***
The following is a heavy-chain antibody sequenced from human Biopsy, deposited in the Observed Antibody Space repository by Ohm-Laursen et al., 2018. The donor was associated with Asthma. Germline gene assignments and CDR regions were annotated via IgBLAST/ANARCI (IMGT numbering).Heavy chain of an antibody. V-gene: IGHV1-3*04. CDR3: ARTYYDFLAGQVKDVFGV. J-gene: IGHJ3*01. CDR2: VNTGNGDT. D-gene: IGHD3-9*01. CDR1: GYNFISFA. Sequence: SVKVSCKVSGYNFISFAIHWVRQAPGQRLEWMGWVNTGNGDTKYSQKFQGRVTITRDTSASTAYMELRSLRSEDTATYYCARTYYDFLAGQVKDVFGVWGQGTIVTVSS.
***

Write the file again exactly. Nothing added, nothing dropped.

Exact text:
The following is a heavy-chain antibody sequenced from human Biopsy, deposited in the Observed Antibody Space repository by Ohm-Laursen et al., 2018. The donor was associated with Asthma. Germline gene assignments and CDR regions were annotated via IgBLAST/ANARCI (IMGT numbering).Heavy chain of an antibody. V-gene: IGHV1-3*04. CDR3: ARTYYDFLAGQVKDVFGV. J-gene: IGHJ3*01. CDR2: VNTGNGDT. D-gene: IGHD3-9*01. CDR1: GYNFISFA. Sequence: SVKVSCKVSGYNFISFAIHWVRQAPGQRLEWMGWVNTGNGDTKYSQKFQGRVTITRDTSASTAYMELRSLRSEDTATYYCARTYYDFLAGQVKDVFGVWGQGTIVTVSS.